Comment #2: Apart from moral authority, the concept of morality itself seems to logically and philosophically require something other than evolution as its basis and means of development. If evolution were responsible for the development of morals it would seem that there should be enough uniform agreement throughout humanity that there should neither be internal conflict of conscience nor external conflict between individuals. Also, if morality can be explained in terms of evolution, it would seem that the concept of morals would make sense not only with reference to humans, but throughout the animal kingdom. However, we seem to intuitively know and agree that when one animal kills another for food – even one of its own species – the killing should not be called murder and the eating should not be condemned as immoral cannibalism. Neither does any form of sexual activity among animals have moral implications associated with it.

Morality also tends to have some form of responsibility tied to it, but if, for example, an animal abandons its young for whatever reason, it is not considered a moral issue. As humans, we might try to superimpose our sense of morality or justice upon certain animal behavior, but it would certainly not be recognized as such by the animals themselves.

Question(s): If lying is not morally wrong, then doesn’t this undermine the entire basis of a fair judicial system? Can’t a fair judicial system only exist in the context of the commonly accepted philosophical premise that says truth-telling is right and valued. If truth is not required by an external party, why would anyone feel compelled to tell the truth if it would ultimately hurt them and help their opponent. Arguably, all of society is built squarely up moral values at every level, to the degree that society would collapse into chaos if morality were removed and expected standards for truth-telling, honesty, and integrity were removed. And if such a collapse were to happen, then there can be no path toward rebuilding a societal structure without prior mutual agreement on a system that values the moral constructs of faith, integrity and trust.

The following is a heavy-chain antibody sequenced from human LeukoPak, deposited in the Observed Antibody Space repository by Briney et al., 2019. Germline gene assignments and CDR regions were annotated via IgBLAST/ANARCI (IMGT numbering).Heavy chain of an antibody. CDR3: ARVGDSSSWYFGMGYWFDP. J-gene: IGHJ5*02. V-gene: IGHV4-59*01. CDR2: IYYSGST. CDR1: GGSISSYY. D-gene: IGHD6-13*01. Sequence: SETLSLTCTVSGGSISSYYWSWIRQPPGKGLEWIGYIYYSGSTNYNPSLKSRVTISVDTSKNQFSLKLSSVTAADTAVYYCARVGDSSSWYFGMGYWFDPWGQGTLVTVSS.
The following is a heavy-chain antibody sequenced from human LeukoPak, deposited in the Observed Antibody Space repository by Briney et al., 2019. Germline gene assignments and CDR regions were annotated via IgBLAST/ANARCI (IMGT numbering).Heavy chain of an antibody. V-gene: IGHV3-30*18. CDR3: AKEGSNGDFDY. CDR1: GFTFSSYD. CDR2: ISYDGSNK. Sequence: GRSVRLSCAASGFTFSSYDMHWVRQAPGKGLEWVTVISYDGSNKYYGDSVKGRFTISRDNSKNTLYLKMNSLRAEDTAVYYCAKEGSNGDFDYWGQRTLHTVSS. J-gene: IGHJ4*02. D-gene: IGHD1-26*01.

Ultimately, I believe that these philosophical arguments have only limited value when dealing with unbelievers. Sooner or later you run up against an insurmountable barrier. This limitation is caused by the sinful nature of humans that prevents us from fully understanding the whole matter. Paul puts it this way in 1 Corinthians 2:14

The man without the Spirit does not accept the things that come from the Spirit of God, for they are foolishness to him, and he cannot understand them, because they are spiritually discerned.

So, we must understand and accept the fact that our best questions, impeccable logic and perfect philosophical arguments will always fall short of persuading someone to move from atheism  to belief in Christ. The logic barrier can only be crossed by faith.

However, apologetics does have value in a witnessing situation when used appropriately and their inherent limitation is taken into account. We will never reason someone to faith in Christ – but we might reason them from atheism to agnosticim – which is actually a huge leap and movement in the right direction.

If you have more questions or experience with discussing these kinds if issues with atheists or agnostics, please add your comments to this blog or email me and I will try to pick them up in future blogs and articles.

Dave James
The Alliance for Biblical Integrity